Now we can finally live like The Jetsons

Flying cars will shortly no longer be the stuff of science fiction, says Stuart Watkins. It's time to look to the skies for your next ride.


Life imitating art: DeLorean's DR-7

An amusing "meme" has been doing the rounds on social media sites, says Jacob Brogan on Slate's Future Tense blog. Such memes involve embellishing upon a joke, then widely sharing it on Twitter and other sites. In this meme, wags first remind us of how we all thought back in the 1970s: "I bet they'll have flying cars and jet packs in 2017!" Underneath, they post a picture from the present day to show how far we have failed to come since then teens staring gormlessly into their iPhones, taking selfies, playing with pointless gadgets. The meme is a bit of fun, but the real laugh, according to Brogan, is that a significant percentage of Americans really do want to see autonomous flying cars (at least according to one recent study). Flying cars remain "the quintessential undelivered promise of the future".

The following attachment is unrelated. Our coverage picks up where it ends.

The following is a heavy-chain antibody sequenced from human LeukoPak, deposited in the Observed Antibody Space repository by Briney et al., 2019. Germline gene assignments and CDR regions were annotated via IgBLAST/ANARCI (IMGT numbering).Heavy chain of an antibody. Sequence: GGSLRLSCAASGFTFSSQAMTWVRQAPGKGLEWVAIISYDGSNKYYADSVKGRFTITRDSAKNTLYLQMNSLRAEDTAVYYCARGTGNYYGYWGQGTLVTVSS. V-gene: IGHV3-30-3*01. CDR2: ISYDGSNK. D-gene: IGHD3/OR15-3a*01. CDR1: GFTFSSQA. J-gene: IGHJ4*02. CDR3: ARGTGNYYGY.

Indeed, the non-arrival of the flying car has given rise to a secret sense of disappointment that haunts the lives of those who were brought up in a world where colonies on Mars and teleportation pods seemed to be just around the corner, as David Graeber said in a 2012 essay for The Baffler. When this is pointed out, as in the meme doing the rounds, people tend to mention computers and the internet, as if these were "some kind of unanticipated compensation" for our disappointment that we aren't actually living like The Jetsons.